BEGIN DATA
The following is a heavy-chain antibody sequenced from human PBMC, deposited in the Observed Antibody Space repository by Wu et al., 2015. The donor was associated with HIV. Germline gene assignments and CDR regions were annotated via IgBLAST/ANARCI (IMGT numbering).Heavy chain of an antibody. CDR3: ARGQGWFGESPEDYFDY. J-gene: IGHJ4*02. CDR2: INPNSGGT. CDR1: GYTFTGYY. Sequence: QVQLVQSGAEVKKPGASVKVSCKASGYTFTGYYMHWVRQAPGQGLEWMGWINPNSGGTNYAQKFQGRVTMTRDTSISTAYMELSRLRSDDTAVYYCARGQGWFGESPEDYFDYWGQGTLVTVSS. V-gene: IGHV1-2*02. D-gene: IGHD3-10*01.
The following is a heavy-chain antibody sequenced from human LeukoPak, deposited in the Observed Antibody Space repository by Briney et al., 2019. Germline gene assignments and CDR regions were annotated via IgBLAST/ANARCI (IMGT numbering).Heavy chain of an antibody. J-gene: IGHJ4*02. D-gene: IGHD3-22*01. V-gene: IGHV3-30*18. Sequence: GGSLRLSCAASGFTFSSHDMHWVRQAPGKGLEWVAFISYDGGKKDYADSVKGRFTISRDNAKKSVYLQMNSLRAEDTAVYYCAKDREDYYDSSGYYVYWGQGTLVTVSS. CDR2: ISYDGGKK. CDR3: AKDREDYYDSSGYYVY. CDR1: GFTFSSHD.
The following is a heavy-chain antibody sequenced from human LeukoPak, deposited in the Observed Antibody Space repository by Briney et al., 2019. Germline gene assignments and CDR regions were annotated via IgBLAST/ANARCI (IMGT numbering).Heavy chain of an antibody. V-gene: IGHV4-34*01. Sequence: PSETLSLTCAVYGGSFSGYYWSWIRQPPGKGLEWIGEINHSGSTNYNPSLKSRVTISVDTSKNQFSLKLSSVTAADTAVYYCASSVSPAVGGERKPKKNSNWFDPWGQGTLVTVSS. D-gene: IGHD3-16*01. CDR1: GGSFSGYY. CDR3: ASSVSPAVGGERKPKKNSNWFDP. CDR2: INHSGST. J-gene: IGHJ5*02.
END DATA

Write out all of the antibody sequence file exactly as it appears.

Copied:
The following is a heavy-chain antibody sequenced from human PBMC, deposited in the Observed Antibody Space repository by Wu et al., 2015. The donor was associated with HIV. Germline gene assignments and CDR regions were annotated via IgBLAST/ANARCI (IMGT numbering).Heavy chain of an antibody. CDR3: ARGQGWFGESPEDYFDY. J-gene: IGHJ4*02. CDR2: INPNSGGT. CDR1: GYTFTGYY. Sequence: QVQLVQSGAEVKKPGASVKVSCKASGYTFTGYYMHWVRQAPGQGLEWMGWINPNSGGTNYAQKFQGRVTMTRDTSISTAYMELSRLRSDDTAVYYCARGQGWFGESPEDYFDYWGQGTLVTVSS. V-gene: IGHV1-2*02. D-gene: IGHD3-10*01.
The following is a heavy-chain antibody sequenced from human LeukoPak, deposited in the Observed Antibody Space repository by Briney et al., 2019. Germline gene assignments and CDR regions were annotated via IgBLAST/ANARCI (IMGT numbering).Heavy chain of an antibody. J-gene: IGHJ4*02. D-gene: IGHD3-22*01. V-gene: IGHV3-30*18. Sequence: GGSLRLSCAASGFTFSSHDMHWVRQAPGKGLEWVAFISYDGGKKDYADSVKGRFTISRDNAKKSVYLQMNSLRAEDTAVYYCAKDREDYYDSSGYYVYWGQGTLVTVSS. CDR2: ISYDGGKK. CDR3: AKDREDYYDSSGYYVY. CDR1: GFTFSSHD.
The following is a heavy-chain antibody sequenced from human LeukoPak, deposited in the Observed Antibody Space repository by Briney et al., 2019. Germline gene assignments and CDR regions were annotated via IgBLAST/ANARCI (IMGT numbering).Heavy chain of an antibody. V-gene: IGHV4-34*01. Sequence: PSETLSLTCAVYGGSFSGYYWSWIRQPPGKGLEWIGEINHSGSTNYNPSLKSRVTISVDTSKNQFSLKLSSVTAADTAVYYCASSVSPAVGGERKPKKNSNWFDPWGQGTLVTVSS. D-gene: IGHD3-16*01. CDR1: GGSFSGYY. CDR3: ASSVSPAVGGERKPKKNSNWFDP. CDR2: INHSGST. J-gene: IGHJ5*02.